Sizakele Mdluli-Chaplin has a dream of living in a world where beauty is not defined by long hair, a slim body and straight white teeth.
She was diagnosed with alopecia which is a disease which causes the immune system to attack hair follicles throughout the body and leads to hair falling off on the scalp, underarms, eye brows, eyelashes and the pubic area.
“So basically, you lose all your hair and most people have been called aliens and all sorts of hurtful names,” said Mdluli-Chaplin.
With September being Alopecia awareness month Mdluli-Chaplin who has being living with this disease for seven years is determined to raise awareness about this sickness.
This Durban based woman who is now living in the United States has written a book titled ‘Enough Already’ in a bid to create awareness about this disorder.
She adds that it took almost a year for her to get a diagnosis of what was happening to her after visiting several physicians and dermatologist who couldn’t explain to her why she was losing her hair.
“This sense of frustration led me to depression and to being suicidal. My hair was falling off and my face was getting discoloured and no one could tell me what was wrong.”
She adds that when she finally got diagnosed, she still had no point of reference on a way forward of treating her condition.
“ My frustrations escalated not only by what was happening to me, but by realising that I didn’t have a clue where to start looking for help. There is a wave of stigma associated with hair loss.”
She adds that although the disease might not be fatal, but some people die slowly on the inside from shame.
“Some have even committed suicide because they couldn't stand the bullying that came with being bald.”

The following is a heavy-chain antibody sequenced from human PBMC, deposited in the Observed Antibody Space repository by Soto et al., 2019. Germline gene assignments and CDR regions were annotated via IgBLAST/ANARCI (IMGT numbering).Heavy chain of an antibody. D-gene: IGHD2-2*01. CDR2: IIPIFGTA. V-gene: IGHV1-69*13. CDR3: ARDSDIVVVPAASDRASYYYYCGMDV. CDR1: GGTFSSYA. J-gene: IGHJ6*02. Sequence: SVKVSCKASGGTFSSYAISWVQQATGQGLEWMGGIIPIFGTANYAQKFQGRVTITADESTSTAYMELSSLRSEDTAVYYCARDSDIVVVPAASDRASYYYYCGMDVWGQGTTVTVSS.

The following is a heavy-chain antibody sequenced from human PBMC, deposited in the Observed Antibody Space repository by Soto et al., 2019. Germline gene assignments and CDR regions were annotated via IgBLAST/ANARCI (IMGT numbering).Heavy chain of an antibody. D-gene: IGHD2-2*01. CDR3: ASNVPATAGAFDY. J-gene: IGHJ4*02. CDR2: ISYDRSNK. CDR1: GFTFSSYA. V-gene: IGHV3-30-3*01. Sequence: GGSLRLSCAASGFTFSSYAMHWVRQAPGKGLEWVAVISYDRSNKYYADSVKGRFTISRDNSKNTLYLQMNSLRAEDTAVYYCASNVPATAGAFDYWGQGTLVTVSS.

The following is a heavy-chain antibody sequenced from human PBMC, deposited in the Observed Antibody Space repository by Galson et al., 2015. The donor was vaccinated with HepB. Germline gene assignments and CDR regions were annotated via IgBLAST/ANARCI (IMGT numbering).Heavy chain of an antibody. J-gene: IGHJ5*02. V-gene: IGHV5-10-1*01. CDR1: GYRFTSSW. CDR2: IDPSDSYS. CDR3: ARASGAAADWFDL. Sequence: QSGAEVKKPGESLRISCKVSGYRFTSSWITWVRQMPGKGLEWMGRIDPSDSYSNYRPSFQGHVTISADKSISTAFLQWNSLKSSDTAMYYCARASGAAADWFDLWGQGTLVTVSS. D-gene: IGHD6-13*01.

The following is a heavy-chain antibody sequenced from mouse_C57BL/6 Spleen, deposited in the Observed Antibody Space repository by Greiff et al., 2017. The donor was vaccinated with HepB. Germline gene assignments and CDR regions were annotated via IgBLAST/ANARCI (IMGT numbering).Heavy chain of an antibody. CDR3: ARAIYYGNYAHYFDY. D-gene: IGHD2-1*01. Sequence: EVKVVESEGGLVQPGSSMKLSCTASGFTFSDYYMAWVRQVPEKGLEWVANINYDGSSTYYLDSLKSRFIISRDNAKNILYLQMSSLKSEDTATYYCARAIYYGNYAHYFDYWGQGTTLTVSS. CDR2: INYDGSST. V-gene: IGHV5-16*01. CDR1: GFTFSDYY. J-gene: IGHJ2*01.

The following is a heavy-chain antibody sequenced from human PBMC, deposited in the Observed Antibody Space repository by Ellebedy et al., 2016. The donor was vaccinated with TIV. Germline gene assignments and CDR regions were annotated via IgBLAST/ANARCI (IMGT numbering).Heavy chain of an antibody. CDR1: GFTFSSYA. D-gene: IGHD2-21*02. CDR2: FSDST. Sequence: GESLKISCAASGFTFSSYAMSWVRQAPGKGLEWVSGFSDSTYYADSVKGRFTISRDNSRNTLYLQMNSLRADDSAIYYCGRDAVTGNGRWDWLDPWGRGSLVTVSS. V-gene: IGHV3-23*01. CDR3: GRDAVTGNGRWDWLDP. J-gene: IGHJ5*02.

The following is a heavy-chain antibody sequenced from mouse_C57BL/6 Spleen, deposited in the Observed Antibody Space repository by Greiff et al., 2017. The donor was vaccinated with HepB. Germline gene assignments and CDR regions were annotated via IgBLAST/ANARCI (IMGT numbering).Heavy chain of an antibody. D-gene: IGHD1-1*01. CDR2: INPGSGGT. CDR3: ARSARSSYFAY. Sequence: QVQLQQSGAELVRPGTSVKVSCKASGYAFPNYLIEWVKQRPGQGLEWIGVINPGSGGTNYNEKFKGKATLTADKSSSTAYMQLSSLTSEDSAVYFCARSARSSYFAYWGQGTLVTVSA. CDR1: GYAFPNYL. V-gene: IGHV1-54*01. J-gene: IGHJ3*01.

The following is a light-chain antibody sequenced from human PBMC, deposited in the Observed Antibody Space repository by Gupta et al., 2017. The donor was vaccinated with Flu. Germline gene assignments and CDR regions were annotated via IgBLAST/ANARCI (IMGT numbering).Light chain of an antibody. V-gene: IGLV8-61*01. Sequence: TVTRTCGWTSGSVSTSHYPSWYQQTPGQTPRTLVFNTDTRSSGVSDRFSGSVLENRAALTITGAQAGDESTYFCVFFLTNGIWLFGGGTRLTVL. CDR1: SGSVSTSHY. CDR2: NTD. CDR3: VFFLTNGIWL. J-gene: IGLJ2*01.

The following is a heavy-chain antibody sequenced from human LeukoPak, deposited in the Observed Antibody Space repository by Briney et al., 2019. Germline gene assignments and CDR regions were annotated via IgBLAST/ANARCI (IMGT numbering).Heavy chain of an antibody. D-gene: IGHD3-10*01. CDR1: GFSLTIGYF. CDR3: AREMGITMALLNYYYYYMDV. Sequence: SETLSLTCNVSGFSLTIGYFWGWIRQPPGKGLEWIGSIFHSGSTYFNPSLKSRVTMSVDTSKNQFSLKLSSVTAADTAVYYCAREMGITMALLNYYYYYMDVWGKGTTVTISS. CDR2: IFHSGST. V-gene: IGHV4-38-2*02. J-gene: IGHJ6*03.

She adds that people with alopecia get teased because of the way they look without hair.
“This I believe happens because the public does not know nor understand this disease. Those who are sufferers are afraid to embrace their hair-loss because hair loss is associated with being sick or getting old.”
She explains that Alopecia can start at any age, and some people are born with it.
“Alopecia sufferers feel a lot of shame and embarrassment to have to deal with loosing their hair for good. Women have a special connection with hair and not having hair can be really difficult to accept.”
She adds that scientists have not been able to pinpoint exactly what triggers alopecia, even though it is believed to be a genetically programmed disorder.
Research shows that chronic stress present for an extended period or an unexpected shock can result in alopecia.
She pointed out that alopecia cannot be prevented or avoided because it manifests itself differently from person to person.
“Eating healthy and keeping your gut clean sometimes can help along with avoiding stressful situations,” she said.
Some people suffer partial loss of hair, but in bad cases every hair on the body falls out, including eyebrows and eyelashes.
More about Alopecia
People who suffer from this affliction have no loss of body function, although those who are totally bald may suffer from sunburn. It can also cause issues with nails as keratin is found in both nails and hair.
Some sufferers report hair growing back, only to fall out once more. Episodes of alopecia before puberty often means there could be a chronic recurrence of the condition as an adult.